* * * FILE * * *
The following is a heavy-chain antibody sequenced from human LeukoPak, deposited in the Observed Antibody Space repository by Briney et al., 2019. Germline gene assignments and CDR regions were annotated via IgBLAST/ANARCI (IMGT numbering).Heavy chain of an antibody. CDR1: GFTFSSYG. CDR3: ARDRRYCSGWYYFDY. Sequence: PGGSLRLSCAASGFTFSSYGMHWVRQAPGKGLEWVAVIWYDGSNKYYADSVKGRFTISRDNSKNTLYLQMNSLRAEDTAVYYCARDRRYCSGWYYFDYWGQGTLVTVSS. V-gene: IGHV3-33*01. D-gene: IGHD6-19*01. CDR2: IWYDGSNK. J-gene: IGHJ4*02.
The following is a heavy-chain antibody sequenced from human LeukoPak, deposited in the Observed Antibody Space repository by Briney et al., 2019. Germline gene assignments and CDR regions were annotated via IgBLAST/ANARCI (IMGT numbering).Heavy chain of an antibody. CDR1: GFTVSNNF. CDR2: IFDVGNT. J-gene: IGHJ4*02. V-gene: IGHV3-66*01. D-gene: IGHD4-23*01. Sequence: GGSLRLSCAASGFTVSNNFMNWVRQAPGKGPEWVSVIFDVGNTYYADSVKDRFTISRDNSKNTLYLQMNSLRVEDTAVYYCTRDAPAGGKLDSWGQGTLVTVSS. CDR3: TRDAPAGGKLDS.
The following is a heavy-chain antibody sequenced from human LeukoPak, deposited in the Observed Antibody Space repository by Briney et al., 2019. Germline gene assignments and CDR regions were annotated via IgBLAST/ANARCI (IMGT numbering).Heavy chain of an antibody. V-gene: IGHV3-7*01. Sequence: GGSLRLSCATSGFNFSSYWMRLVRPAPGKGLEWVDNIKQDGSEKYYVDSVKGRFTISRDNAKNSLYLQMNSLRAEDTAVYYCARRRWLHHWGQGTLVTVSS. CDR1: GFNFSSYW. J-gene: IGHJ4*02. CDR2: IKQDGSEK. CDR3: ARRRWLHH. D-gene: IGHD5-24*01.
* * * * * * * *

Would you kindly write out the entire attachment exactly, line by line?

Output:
The following is a heavy-chain antibody sequenced from human LeukoPak, deposited in the Observed Antibody Space repository by Briney et al., 2019. Germline gene assignments and CDR regions were annotated via IgBLAST/ANARCI (IMGT numbering).Heavy chain of an antibody. CDR1: GFTFSSYG. CDR3: ARDRRYCSGWYYFDY. Sequence: PGGSLRLSCAASGFTFSSYGMHWVRQAPGKGLEWVAVIWYDGSNKYYADSVKGRFTISRDNSKNTLYLQMNSLRAEDTAVYYCARDRRYCSGWYYFDYWGQGTLVTVSS. V-gene: IGHV3-33*01. D-gene: IGHD6-19*01. CDR2: IWYDGSNK. J-gene: IGHJ4*02.
The following is a heavy-chain antibody sequenced from human LeukoPak, deposited in the Observed Antibody Space repository by Briney et al., 2019. Germline gene assignments and CDR regions were annotated via IgBLAST/ANARCI (IMGT numbering).Heavy chain of an antibody. CDR1: GFTVSNNF. CDR2: IFDVGNT. J-gene: IGHJ4*02. V-gene: IGHV3-66*01. D-gene: IGHD4-23*01. Sequence: GGSLRLSCAASGFTVSNNFMNWVRQAPGKGPEWVSVIFDVGNTYYADSVKDRFTISRDNSKNTLYLQMNSLRVEDTAVYYCTRDAPAGGKLDSWGQGTLVTVSS. CDR3: TRDAPAGGKLDS.
The following is a heavy-chain antibody sequenced from human LeukoPak, deposited in the Observed Antibody Space repository by Briney et al., 2019. Germline gene assignments and CDR regions were annotated via IgBLAST/ANARCI (IMGT numbering).Heavy chain of an antibody. V-gene: IGHV3-7*01. Sequence: GGSLRLSCATSGFNFSSYWMRLVRPAPGKGLEWVDNIKQDGSEKYYVDSVKGRFTISRDNAKNSLYLQMNSLRAEDTAVYYCARRRWLHHWGQGTLVTVSS. CDR1: GFNFSSYW. J-gene: IGHJ4*02. CDR2: IKQDGSEK. CDR3: ARRRWLHH. D-gene: IGHD5-24*01.